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La Llorona: The Weeping Woman [With Cassette]
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La Llorona: The Weeping Woman [With Cassette]

3.86  ·  Rating Details  ·  99 Ratings  ·  16 Reviews
The best known folk story of Hispanic America tells of a beautiful young woman who thinks she must marry the most handsome man in the world.
Paperback, 32 pages
Published July 1st 1996 by Cinco Puntos Press (first published November 1st 1986)
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Community Reviews

(showing 1-30 of 213)
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Kelly
This story has always reminded me of the Greek myth of Medea.

I enjoyed this retelling. The English / Spanish format make it a great choice for learning either language as a 2nd language.

It could also make an interesting readers theater piece for a bilingual group.

The art is a little dark, befitting the story, with its cross hatch black ink.

I really didn't like Maria or her husband. It's interesting, because it is a story without any sort of likable hero.
Rachel
Jan 16, 2015 Rachel rated it it was amazing  ·  review of another edition
I am now in my Mid twenties. I can still remember most of his story's and they what he tells them. I first heard this story in my 3rd grade class. It is a fantastic scary story. I love Joe Hayes. I would highly recommend listening to any of his stories on tape he tells him so well!
Bethe
bookaday #54. A few years ago I heard Joe Hayes tell this story at a library conference. As I read the words, I can hear his fantastic voice, in both English of Spanish. Author's note tells the history behind the well known tale.
Austin Wright
Jul 16, 2015 Austin Wright rated it really liked it  ·  review of another edition
A clever bilingual book about the crying woman of Latin America. Quite dark!
Kimberly Nunez
Mar 09, 2010 Kimberly Nunez rated it it was amazing  ·  review of another edition
Oh my god!,can you believe la llorona kill he own children,yep she did.In this story is about a young lady (maria)who dreams with a perfect man in her life.Later like 3 weeks i dont remember how many pass but then she have 2 children.One is a boy and the other one is a girl.Maria husband have to work but when he come back home he only visited his children,maria so jealous and anger she go to the river with her children and she put them under water.Days pass maria be came a gost and she is saying ...more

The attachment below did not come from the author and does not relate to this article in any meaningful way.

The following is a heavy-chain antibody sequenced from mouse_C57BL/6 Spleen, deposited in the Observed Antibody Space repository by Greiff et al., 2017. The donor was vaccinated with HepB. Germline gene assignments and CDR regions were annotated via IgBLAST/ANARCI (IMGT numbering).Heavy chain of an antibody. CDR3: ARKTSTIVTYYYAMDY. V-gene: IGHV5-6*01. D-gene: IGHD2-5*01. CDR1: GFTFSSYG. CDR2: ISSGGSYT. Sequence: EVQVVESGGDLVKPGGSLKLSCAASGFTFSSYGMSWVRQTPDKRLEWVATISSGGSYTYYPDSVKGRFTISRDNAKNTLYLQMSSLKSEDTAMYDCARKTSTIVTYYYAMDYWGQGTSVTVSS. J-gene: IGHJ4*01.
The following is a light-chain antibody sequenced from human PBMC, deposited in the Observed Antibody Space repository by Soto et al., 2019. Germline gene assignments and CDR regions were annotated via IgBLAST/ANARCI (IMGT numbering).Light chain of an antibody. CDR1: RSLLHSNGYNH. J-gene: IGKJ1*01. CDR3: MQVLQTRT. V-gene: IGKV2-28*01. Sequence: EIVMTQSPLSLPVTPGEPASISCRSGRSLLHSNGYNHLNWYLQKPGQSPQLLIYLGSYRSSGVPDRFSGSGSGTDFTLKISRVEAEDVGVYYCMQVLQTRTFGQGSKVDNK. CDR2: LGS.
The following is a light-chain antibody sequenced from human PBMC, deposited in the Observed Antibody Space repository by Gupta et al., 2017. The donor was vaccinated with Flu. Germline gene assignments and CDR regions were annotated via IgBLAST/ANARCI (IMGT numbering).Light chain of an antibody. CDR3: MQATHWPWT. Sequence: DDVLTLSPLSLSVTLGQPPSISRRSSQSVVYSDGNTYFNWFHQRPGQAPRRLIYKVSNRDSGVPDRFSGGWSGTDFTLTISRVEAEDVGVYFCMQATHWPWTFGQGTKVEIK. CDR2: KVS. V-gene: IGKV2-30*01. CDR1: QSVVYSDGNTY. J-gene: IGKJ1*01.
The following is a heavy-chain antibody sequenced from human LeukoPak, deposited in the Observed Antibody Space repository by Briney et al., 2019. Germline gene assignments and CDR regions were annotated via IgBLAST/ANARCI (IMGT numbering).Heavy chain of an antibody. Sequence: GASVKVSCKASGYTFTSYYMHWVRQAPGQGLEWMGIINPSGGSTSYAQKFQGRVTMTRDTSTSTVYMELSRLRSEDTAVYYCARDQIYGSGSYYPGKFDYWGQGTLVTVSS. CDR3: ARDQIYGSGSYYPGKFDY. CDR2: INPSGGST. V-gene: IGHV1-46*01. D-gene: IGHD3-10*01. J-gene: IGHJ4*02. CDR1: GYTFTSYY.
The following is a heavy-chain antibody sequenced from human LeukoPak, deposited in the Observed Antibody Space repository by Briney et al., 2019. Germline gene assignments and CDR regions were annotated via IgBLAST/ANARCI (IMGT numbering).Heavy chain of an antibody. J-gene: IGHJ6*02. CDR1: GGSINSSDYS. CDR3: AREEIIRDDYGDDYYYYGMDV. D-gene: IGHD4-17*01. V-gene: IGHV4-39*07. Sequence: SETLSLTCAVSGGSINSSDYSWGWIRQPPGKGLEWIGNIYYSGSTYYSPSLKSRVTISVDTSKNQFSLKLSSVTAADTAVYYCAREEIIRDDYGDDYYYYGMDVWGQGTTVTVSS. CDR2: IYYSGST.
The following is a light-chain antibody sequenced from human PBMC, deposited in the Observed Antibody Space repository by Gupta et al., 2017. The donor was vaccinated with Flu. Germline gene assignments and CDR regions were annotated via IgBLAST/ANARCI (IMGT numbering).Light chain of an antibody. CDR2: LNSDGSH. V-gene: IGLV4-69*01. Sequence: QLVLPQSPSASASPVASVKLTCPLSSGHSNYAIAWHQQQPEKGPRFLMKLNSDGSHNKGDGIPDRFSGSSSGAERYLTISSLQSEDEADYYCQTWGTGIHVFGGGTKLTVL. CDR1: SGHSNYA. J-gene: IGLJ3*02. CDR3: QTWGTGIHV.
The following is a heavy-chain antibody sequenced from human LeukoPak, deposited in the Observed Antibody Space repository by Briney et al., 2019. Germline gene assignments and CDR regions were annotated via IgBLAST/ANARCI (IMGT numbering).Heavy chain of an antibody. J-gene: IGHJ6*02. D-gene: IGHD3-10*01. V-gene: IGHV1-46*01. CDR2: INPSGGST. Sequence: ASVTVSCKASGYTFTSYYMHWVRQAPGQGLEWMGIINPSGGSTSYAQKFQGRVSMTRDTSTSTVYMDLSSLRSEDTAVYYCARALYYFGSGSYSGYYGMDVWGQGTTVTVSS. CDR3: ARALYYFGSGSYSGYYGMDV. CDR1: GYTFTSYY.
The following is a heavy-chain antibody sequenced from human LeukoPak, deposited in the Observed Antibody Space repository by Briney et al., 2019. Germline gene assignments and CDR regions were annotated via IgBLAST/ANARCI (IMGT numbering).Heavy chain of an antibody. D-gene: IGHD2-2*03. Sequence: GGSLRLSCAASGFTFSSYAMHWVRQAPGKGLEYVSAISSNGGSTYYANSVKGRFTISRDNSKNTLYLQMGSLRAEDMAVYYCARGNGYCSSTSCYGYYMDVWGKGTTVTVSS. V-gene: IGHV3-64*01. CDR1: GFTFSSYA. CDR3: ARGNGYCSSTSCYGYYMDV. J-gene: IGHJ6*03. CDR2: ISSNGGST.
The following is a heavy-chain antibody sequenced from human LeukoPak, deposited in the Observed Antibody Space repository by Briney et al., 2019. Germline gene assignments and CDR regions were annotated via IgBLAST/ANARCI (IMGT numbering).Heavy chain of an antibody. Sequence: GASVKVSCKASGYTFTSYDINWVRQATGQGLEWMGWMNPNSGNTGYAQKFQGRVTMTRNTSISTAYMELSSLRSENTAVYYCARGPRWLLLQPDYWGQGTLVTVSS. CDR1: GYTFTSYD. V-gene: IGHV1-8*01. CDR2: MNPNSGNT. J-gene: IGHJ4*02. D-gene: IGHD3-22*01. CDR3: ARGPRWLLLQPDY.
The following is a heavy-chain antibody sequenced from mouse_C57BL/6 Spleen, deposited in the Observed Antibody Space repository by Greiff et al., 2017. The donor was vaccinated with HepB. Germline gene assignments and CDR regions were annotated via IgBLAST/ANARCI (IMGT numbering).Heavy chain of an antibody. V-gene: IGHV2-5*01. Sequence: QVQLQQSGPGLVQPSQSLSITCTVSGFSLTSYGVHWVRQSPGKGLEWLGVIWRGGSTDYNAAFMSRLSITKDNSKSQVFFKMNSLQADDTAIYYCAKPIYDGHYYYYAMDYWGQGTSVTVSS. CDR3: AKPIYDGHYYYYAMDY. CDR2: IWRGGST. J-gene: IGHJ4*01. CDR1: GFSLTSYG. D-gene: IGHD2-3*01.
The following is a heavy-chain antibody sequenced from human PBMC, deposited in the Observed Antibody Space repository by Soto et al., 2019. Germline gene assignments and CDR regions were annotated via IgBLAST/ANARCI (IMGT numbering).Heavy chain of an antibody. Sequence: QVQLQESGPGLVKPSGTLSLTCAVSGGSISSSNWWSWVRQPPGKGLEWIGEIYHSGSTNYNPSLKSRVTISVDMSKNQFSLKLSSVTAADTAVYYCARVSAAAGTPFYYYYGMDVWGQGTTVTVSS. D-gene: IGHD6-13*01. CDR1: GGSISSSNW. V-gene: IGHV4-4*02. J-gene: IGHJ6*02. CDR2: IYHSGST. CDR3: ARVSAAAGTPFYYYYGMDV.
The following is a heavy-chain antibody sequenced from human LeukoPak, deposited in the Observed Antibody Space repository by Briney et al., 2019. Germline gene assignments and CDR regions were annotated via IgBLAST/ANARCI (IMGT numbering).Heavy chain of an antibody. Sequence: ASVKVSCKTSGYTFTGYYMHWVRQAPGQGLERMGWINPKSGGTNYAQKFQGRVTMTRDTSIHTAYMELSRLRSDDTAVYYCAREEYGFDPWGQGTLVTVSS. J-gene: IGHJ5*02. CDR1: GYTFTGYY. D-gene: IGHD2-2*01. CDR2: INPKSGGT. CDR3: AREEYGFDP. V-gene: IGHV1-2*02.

Alice
Sep 17, 2011 Alice rated it liked it  ·  review of another edition
6. Personal Response: This story is upsetting, but I like how upsetting stories are told as morals for young people. We don’t always need to protect our children from ugly stories, especially when they are meant to teach a lesson or keep children safe. The United States is very prudish about this sort of thing.[return]7. Connections: Legends of other countries, bilingual book unit, etc. I like to go through the English and Spanish texts together and pick out cognates and find new vocabulary. Thi ...more
Dayanara
this is so cool thanks
Meredith Miner
May 08, 2013 Meredith Miner rated it really liked it  ·  review of another edition
My students all love the mystery of La Llorona, but I (and most of them) don't know anything about the traditional story. This version is written by Joe Hayes, an author I really like. For these reasons I bought this book on our trip to Bookies. The story turns out to be, in my opinion, a little inappropriate, as the woman drowns her children and then kills herself. So, I am not sure that I would use it in my class.
Barbara Lovejoy
May 02, 2012 Barbara Lovejoy rated it it was amazing  ·  review of another edition
I love books by Joe Hayes! This is another book I bought with money donated by two Esperanza Board members for our Esperanza School Library. It would be great to have a number of versions of this story by different authors in our library.
Krista the Krazy Kataloguer
A sad and creepy story told in Spanish and English. I could swear I've read this story or something similar somewhere else, but I can't remember where. Must investigate... Recommended!
Clarissa Olivarez
Oct 18, 2007 Clarissa Olivarez rated it really liked it  ·  review of another edition
An excellent re-telling of the folk-legend in a text that is both accessible and well-written for adolescents and younger children.
Caroline
Dec 12, 2013 Caroline rated it really liked it  ·  review of another edition
The 7-to-9-year-old crowd I read it to assured me that it wasn't too scary.
Aleisha Claytor
Dec 01, 2008 Aleisha Claytor rated it it was amazing  ·  review of another edition
i read this book in the 4th grade. it was good
Gaby
Jul 17, 2012 Gaby rated it liked it  ·  review of another edition
Una version bilingue e interesante
↓→♫вяιтнαиу↓→
not really that scary
Mary
Mary rated it really liked it
May 04, 2016
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Mar 06, 2016
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Michelle rated it it was ok
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Designated New Mexico Eminent Scholar by the New Mexico Commission on Higher Learning (1979).

Joe was the youngest of five children. His father loved to tell stories. The family moved to Arizona where Joe learned to speak Spanish which became an integral part of his storytelling and writing.

In 1979, he began to devote himself full time to sharing stories. He focuses on elementary school audiences
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